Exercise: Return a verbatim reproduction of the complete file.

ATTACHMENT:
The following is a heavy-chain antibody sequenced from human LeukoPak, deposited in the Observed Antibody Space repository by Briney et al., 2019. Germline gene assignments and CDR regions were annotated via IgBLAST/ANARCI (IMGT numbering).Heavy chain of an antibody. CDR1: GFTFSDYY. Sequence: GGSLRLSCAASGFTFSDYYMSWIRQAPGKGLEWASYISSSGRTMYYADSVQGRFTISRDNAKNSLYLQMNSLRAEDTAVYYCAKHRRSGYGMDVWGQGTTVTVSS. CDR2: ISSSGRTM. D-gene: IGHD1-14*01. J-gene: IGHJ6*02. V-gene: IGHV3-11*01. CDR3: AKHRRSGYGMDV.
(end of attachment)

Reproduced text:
The following is a heavy-chain antibody sequenced from human LeukoPak, deposited in the Observed Antibody Space repository by Briney et al., 2019. Germline gene assignments and CDR regions were annotated via IgBLAST/ANARCI (IMGT numbering).Heavy chain of an antibody. CDR1: GFTFSDYY. Sequence: GGSLRLSCAASGFTFSDYYMSWIRQAPGKGLEWASYISSSGRTMYYADSVQGRFTISRDNAKNSLYLQMNSLRAEDTAVYYCAKHRRSGYGMDVWGQGTTVTVSS. CDR2: ISSSGRTM. D-gene: IGHD1-14*01. J-gene: IGHJ6*02. V-gene: IGHV3-11*01. CDR3: AKHRRSGYGMDV.